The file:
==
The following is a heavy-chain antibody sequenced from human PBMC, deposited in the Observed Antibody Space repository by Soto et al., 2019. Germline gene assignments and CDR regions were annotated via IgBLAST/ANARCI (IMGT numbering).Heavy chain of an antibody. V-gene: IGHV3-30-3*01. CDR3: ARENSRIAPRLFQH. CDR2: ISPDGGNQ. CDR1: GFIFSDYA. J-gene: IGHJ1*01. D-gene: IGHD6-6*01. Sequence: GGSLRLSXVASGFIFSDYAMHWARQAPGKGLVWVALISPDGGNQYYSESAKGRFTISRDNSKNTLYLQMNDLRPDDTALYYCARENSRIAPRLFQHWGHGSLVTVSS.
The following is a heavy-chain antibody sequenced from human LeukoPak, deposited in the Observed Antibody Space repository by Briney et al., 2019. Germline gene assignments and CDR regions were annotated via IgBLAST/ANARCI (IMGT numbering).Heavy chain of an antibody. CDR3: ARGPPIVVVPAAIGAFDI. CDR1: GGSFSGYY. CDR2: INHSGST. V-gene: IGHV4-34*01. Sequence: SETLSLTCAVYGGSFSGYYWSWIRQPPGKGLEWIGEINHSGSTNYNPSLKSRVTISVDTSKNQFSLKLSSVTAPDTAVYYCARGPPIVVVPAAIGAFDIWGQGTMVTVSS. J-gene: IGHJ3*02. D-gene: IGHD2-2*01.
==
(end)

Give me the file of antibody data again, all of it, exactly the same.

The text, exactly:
The following is a heavy-chain antibody sequenced from human PBMC, deposited in the Observed Antibody Space repository by Soto et al., 2019. Germline gene assignments and CDR regions were annotated via IgBLAST/ANARCI (IMGT numbering).Heavy chain of an antibody. V-gene: IGHV3-30-3*01. CDR3: ARENSRIAPRLFQH. CDR2: ISPDGGNQ. CDR1: GFIFSDYA. J-gene: IGHJ1*01. D-gene: IGHD6-6*01. Sequence: GGSLRLSXVASGFIFSDYAMHWARQAPGKGLVWVALISPDGGNQYYSESAKGRFTISRDNSKNTLYLQMNDLRPDDTALYYCARENSRIAPRLFQHWGHGSLVTVSS.
The following is a heavy-chain antibody sequenced from human LeukoPak, deposited in the Observed Antibody Space repository by Briney et al., 2019. Germline gene assignments and CDR regions were annotated via IgBLAST/ANARCI (IMGT numbering).Heavy chain of an antibody. CDR3: ARGPPIVVVPAAIGAFDI. CDR1: GGSFSGYY. CDR2: INHSGST. V-gene: IGHV4-34*01. Sequence: SETLSLTCAVYGGSFSGYYWSWIRQPPGKGLEWIGEINHSGSTNYNPSLKSRVTISVDTSKNQFSLKLSSVTAPDTAVYYCARGPPIVVVPAAIGAFDIWGQGTMVTVSS. J-gene: IGHJ3*02. D-gene: IGHD2-2*01.